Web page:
It was New Year's Eve, and Madam Ang Cheng Boey, 72, was all dolled up, with pink lipstick and a pretty scarf around her neck.
She was not preparing to attend New Year festivities though, but was among some 200 seniors at Nam Hong Welfare Service Society in Yishun yesterday afternoon to have their portraits taken.
The photos will be printed and given to the seniors, said the society, and they may choose to use them in any way they like, including for their funeral service.
The project is an initiative of the society, which reaches out to disadvantaged seniors in Yishun, in the hope of encouraging discussion about death and dying, and dispel the fear around the taboo subjects.
Madam Ang thinks it is a good idea and said she is not superstitious. She told The Straits Times in Mandarin: "Death is something that everyone has to go through anyway. So I decided to come for this event.
"I always take part in such events. It is a good way to be active and make friends."
The society collaborated with Republic Polytechnic, with the school's final-year students taking the portraits and providing make-up services for the seniors.
NOTHING TO FEAR
Death is something that everyone has to go through anyway. So I decided to come for this event. I always take part in such events. It is a good way to be active and make friends.
MADAM ANG CHENG BOEY, who had her portrait taken yesterday.
The society's acting chairman, Mr Stanley Lim, said it hopes that through the campaign, more seniors will join its Caring Heart programme.
It offers free funeral services, home visits and the distribution of rations, with festive goodies and red packets during festive periods.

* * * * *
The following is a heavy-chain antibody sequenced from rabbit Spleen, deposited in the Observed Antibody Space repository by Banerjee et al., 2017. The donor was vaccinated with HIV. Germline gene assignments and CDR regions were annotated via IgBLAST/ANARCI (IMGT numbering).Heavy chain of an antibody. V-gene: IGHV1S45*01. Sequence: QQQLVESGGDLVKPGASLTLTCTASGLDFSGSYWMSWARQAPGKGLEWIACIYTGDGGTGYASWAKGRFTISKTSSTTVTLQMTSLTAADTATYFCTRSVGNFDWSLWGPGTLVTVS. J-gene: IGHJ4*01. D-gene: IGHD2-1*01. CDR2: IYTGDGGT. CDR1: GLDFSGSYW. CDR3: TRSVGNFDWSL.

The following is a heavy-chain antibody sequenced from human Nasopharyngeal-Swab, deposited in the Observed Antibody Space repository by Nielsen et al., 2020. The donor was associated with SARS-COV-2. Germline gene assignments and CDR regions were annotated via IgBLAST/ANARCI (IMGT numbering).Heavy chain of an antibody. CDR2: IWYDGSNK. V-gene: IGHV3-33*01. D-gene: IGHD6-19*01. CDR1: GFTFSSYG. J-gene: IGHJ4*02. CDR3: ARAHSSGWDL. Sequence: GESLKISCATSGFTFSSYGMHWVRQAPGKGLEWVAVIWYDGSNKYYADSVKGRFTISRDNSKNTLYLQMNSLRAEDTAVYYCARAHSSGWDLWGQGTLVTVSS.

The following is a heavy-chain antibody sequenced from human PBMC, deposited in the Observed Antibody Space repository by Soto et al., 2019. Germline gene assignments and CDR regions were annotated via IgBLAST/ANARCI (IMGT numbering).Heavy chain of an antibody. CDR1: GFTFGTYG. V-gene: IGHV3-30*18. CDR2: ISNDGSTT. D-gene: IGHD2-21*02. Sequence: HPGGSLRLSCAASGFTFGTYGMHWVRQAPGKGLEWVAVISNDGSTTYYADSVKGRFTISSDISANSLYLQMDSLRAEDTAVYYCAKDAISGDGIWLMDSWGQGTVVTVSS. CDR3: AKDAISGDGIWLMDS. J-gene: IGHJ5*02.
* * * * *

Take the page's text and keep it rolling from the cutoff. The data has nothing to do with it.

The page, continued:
Nam Hong started offering free funeral services three years ago, and it has held about 10 funerals. The number of seniors in the programme has grown from 19 to 127 now.
Nam Hong general manager Aaron Ng said the programme was welcomed by the community as it provides peace of mind to seniors who are from lower-income groups or have no relatives to help them arrange their funerals.
Some believe the lack of a funeral would prevent them from going to the afterlife. Mr Ng said: "Singapore has an ageing population and we foresee that seniors living in other areas would also have the need for such a programme. We hope to do more fund-raising so we can expand the programme."
The society, which was started about 16 years ago, also provides free traditional Chinese therapy like acupuncture for seniors.
Madam Chen Soo Ngo, 65, has been going to the centre weekly for about 10 years for aches in her arms and legs. She said: "It is good because problems like mine are long term. And the doctor makes me feel comfortable."
•Those interested to help can contact Nam Hong Welfare Service Society at firstname.lastname@example.org